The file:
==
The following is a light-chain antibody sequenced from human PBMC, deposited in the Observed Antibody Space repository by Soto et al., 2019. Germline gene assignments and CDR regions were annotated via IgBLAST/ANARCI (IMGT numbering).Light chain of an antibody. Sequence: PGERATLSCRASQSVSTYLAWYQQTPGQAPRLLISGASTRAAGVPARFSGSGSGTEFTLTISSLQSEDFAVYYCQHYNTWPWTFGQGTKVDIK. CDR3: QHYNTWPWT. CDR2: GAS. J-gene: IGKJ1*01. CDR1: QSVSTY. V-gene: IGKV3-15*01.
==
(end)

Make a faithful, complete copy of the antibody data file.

The following is a light-chain antibody sequenced from human PBMC, deposited in the Observed Antibody Space repository by Soto et al., 2019. Germline gene assignments and CDR regions were annotated via IgBLAST/ANARCI (IMGT numbering).Light chain of an antibody. Sequence: PGERATLSCRASQSVSTYLAWYQQTPGQAPRLLISGASTRAAGVPARFSGSGSGTEFTLTISSLQSEDFAVYYCQHYNTWPWTFGQGTKVDIK. CDR3: QHYNTWPWT. CDR2: GAS. J-gene: IGKJ1*01. CDR1: QSVSTY. V-gene: IGKV3-15*01.